‘Truckers for hope’ — big plans for the new year

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I had a check-in conversation with Wooten Transports driver Chris Dowdy, based in Memphis, a couple weeks back. Regular readers may remember Dowdy as the founder of the Truckers for Hope initiative to benefit children and families and bring good trucking cheer to St. Jude hospital in his hometown.

This story detailed their initial efforts in 2014:

Since that initial Spring 2014 visit with a tractor and trucking messages of goodwill to the hospital, the group was asked back later in 2014 and made two official visits this year in Spring and Fall.

“You’re giving back to a world-renowned organization, it’s humbling,” he says about the experience. Fringe benefits: “You’re helping the future of our industry. These kids are the future of our industry.”

Chris Dowdy outside St. Jude children’s hospitalChris Dowdy outside St. Jude children’s hospital

Public perception on the adult side of things, too, shifts incrementally with every interaction with parents, says Dowdy. At the last event, Kenworth of Memphis “let us borrow” a brand-new 2016 tractor, he adds, then telling of a parent that climbed in and, shortly thereafter, struck up a conversation with Jerry Fritts, one of the 2014 TA Petro Citizen Driver of the Year winners, on hand for the event.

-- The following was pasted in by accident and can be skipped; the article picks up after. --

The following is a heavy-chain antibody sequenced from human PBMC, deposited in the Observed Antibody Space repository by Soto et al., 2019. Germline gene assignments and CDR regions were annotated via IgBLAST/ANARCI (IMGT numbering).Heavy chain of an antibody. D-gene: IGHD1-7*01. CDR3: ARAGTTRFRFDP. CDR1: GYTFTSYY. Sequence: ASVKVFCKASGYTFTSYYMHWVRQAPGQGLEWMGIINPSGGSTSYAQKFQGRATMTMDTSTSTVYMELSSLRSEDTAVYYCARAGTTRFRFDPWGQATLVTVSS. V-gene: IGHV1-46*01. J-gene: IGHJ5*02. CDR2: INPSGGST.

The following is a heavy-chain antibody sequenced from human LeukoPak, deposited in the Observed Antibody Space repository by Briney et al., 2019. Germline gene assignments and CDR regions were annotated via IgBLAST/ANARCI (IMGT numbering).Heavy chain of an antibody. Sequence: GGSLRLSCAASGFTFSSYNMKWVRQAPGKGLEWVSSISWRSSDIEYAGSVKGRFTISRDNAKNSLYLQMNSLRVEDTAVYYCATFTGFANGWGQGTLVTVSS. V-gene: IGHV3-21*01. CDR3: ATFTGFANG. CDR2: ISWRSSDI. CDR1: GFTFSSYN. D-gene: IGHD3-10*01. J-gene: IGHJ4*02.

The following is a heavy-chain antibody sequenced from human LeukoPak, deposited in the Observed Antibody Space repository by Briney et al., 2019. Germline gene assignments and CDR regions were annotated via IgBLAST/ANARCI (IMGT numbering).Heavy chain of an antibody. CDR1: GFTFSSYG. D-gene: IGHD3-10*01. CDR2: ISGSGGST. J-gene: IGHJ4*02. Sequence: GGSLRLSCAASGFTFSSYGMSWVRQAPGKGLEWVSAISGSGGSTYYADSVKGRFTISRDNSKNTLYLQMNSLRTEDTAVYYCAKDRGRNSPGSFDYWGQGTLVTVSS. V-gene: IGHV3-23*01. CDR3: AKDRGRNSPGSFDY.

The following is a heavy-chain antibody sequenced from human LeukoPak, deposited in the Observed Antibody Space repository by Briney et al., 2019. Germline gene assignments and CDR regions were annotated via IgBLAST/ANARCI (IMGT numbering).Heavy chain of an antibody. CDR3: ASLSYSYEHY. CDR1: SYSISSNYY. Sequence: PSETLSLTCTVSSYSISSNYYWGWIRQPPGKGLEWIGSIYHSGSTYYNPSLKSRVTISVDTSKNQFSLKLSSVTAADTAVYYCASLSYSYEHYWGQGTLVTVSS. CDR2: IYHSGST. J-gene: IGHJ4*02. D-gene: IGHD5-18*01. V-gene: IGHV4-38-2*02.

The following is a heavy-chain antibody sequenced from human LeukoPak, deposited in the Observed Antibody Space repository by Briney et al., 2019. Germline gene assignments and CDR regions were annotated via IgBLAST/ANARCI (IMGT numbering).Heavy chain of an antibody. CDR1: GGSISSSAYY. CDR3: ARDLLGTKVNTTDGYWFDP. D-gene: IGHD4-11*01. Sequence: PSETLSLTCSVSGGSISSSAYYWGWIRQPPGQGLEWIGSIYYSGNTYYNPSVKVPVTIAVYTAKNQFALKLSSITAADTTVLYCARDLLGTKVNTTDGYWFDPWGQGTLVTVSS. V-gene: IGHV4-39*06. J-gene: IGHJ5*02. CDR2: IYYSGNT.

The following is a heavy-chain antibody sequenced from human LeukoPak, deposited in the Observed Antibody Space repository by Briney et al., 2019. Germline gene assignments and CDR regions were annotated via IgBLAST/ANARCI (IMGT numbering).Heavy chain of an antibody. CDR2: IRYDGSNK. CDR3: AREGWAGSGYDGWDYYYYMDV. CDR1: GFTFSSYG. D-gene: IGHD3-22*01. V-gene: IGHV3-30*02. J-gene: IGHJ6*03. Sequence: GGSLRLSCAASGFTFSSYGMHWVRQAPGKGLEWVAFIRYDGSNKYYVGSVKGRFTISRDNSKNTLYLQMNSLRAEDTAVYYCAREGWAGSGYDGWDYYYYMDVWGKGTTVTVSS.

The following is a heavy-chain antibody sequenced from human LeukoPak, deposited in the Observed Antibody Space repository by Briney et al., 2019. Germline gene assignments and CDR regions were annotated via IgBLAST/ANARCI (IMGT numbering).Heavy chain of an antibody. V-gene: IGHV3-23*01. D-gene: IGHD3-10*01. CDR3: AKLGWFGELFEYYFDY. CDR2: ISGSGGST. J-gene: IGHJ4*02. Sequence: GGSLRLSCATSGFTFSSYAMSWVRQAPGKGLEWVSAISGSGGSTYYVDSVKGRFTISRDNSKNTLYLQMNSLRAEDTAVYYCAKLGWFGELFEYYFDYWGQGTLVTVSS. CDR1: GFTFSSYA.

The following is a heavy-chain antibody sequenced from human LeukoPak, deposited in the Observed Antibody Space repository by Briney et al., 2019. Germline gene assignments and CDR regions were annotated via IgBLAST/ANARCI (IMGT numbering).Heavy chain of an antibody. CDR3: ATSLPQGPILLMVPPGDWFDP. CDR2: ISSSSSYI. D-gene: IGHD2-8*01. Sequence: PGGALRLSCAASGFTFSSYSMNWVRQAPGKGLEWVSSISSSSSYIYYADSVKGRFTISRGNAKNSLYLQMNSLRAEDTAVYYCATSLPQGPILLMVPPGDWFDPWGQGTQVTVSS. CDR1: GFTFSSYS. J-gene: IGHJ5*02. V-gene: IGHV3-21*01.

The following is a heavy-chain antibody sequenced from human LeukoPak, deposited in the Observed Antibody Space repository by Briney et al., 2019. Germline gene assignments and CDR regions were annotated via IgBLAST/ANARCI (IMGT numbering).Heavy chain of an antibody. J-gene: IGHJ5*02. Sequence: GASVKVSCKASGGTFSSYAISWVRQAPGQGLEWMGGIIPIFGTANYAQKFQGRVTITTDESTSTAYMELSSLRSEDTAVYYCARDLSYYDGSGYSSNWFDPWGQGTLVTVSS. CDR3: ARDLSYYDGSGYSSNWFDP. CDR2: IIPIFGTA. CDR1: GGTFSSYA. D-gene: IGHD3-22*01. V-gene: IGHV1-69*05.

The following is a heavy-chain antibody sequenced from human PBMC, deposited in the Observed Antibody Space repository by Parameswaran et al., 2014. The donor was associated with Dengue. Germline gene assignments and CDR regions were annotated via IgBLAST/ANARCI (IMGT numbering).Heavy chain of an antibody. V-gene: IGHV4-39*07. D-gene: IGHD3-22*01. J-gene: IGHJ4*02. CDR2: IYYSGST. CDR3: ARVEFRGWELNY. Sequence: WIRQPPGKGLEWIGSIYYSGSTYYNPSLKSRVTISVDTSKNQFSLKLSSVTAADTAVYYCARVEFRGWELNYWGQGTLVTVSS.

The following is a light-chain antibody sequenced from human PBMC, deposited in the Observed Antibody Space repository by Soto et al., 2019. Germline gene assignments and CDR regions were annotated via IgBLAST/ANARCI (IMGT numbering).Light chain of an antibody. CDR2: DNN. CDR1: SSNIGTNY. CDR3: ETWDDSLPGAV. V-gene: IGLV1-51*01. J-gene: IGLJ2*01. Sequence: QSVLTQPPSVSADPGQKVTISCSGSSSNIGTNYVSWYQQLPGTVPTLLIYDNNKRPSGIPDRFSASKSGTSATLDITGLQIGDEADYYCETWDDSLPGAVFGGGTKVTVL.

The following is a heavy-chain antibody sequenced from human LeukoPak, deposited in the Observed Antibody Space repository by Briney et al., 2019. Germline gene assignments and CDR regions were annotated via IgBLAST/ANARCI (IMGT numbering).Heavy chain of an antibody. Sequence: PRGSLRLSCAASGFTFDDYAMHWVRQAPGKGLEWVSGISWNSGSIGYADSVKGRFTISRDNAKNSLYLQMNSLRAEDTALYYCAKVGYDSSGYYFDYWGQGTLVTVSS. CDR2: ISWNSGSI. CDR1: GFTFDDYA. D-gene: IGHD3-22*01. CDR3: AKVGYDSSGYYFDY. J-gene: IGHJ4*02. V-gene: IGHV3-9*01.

“I overhear Jerry Fritts and her talking,” says Dowdy.

“Why do trucks race side by side” on the freeway? she wanted to know.

Jerry not only broke down the speed-governing reasons for such “racing” but also “gave her more information about the industry,” Dowdy says. “I guarantee she came away with a new appreciation for us and our jobs. It’s like a ripple in a pond – imagine this one woman is riding along with her friends and they’re complaining about the trucks holding up traffic, and she says, ‘No, this is what’s going on.'”

The organization continues to attract support from the industry and owner-operators. In addition to Kenworth of Memphis and Fritts, Dowdy tips his hat to owner-operator Bob “Old Dog” Coer, who’s been front and center collecting donations of hats for children at St. Jude. Coer’s also allowed the use of his truck for Truckers for Hope official events at the hospital, Dowdy says.

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Dowdy’s own employer, Wooten Transports, has done the same.

We talked after a call he’d received from a representative of Ronald McDonald House in Memphis, which houses patients and their families. Looking forward to next year, Truckers for Hope, he says, will be branching into new territory. “We’ll go [to the house] in May of next year to cook dinner for the families.”

In five years, Dowdy says, he hopes to have a standing program at all three such houses — including the Memphis Grizzlies House and the Target House as well.

The houses “rely on strictly donations” for their survival, he adds.

For anyone wishing to get involved with Truckers for Hope, you can network with Dowdy and company via the organization’s Facebook page and/or its new website.